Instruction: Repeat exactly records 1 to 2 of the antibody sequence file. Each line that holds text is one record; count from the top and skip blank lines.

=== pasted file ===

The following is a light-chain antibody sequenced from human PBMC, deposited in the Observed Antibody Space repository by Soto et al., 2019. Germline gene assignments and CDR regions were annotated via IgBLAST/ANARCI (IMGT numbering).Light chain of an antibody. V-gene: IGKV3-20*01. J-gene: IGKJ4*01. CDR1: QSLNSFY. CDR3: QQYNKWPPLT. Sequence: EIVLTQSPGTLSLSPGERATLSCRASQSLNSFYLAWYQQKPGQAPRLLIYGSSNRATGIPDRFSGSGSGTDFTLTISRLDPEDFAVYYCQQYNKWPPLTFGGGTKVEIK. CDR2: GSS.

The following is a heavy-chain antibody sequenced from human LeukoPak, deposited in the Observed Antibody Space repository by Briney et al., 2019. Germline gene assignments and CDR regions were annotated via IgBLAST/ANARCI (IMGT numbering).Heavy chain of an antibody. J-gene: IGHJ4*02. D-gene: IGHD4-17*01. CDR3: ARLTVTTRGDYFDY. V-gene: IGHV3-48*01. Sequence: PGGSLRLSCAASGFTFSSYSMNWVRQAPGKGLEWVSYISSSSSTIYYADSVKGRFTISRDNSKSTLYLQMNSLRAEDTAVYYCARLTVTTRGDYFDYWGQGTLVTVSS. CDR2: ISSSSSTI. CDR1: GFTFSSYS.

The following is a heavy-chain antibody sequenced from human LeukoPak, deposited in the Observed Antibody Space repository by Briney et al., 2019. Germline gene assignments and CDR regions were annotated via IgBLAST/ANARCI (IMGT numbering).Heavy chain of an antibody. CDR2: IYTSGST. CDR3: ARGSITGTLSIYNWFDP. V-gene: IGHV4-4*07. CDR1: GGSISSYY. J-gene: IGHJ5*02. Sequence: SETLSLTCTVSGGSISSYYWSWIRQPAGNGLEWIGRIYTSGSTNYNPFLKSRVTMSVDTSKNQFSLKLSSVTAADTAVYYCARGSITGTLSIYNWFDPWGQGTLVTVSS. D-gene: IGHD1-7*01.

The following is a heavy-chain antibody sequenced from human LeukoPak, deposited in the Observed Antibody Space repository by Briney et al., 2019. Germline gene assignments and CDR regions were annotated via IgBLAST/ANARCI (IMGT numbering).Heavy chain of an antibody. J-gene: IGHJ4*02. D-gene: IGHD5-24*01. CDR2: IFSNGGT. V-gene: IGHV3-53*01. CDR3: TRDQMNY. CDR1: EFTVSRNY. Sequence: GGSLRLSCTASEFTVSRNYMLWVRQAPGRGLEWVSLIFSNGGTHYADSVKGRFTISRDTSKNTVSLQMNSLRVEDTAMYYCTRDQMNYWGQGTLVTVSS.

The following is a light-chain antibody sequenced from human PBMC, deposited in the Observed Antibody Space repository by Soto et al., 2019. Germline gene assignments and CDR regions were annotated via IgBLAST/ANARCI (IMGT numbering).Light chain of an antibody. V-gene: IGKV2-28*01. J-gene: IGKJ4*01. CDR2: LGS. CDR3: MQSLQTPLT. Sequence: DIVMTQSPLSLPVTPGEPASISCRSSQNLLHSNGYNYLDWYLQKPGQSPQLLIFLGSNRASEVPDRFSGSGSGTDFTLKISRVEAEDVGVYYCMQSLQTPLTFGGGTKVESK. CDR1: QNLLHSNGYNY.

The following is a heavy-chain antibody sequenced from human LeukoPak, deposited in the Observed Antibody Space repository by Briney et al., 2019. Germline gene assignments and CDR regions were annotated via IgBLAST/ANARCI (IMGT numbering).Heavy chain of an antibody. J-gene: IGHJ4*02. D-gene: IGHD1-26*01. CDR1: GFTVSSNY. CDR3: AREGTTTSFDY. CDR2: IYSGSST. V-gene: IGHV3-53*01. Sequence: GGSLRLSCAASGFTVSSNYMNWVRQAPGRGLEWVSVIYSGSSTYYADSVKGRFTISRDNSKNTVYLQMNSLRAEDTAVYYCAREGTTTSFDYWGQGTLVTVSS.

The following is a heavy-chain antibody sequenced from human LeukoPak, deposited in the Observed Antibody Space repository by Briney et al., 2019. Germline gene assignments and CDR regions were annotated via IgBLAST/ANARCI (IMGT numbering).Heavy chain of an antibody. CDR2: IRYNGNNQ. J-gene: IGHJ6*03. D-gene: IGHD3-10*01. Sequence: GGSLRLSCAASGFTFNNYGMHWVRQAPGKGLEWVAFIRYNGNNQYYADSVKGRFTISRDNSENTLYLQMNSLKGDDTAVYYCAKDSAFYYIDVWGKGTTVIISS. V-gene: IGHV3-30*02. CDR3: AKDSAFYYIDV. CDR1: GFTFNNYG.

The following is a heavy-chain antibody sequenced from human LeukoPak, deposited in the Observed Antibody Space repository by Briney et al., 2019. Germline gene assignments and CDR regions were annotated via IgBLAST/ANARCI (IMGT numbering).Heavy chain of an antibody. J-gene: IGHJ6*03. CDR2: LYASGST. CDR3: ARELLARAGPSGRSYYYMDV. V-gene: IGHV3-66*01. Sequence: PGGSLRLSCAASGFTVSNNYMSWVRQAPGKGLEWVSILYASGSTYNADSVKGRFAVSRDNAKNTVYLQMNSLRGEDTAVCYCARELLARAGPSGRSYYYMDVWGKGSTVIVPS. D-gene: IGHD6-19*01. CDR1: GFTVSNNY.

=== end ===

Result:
The following is a light-chain antibody sequenced from human PBMC, deposited in the Observed Antibody Space repository by Soto et al., 2019. Germline gene assignments and CDR regions were annotated via IgBLAST/ANARCI (IMGT numbering).Light chain of an antibody. V-gene: IGKV3-20*01. J-gene: IGKJ4*01. CDR1: QSLNSFY. CDR3: QQYNKWPPLT. Sequence: EIVLTQSPGTLSLSPGERATLSCRASQSLNSFYLAWYQQKPGQAPRLLIYGSSNRATGIPDRFSGSGSGTDFTLTISRLDPEDFAVYYCQQYNKWPPLTFGGGTKVEIK. CDR2: GSS.

The following is a heavy-chain antibody sequenced from human LeukoPak, deposited in the Observed Antibody Space repository by Briney et al., 2019. Germline gene assignments and CDR regions were annotated via IgBLAST/ANARCI (IMGT numbering).Heavy chain of an antibody. J-gene: IGHJ4*02. D-gene: IGHD4-17*01. CDR3: ARLTVTTRGDYFDY. V-gene: IGHV3-48*01. Sequence: PGGSLRLSCAASGFTFSSYSMNWVRQAPGKGLEWVSYISSSSSTIYYADSVKGRFTISRDNSKSTLYLQMNSLRAEDTAVYYCARLTVTTRGDYFDYWGQGTLVTVSS. CDR2: ISSSSSTI. CDR1: GFTFSSYS.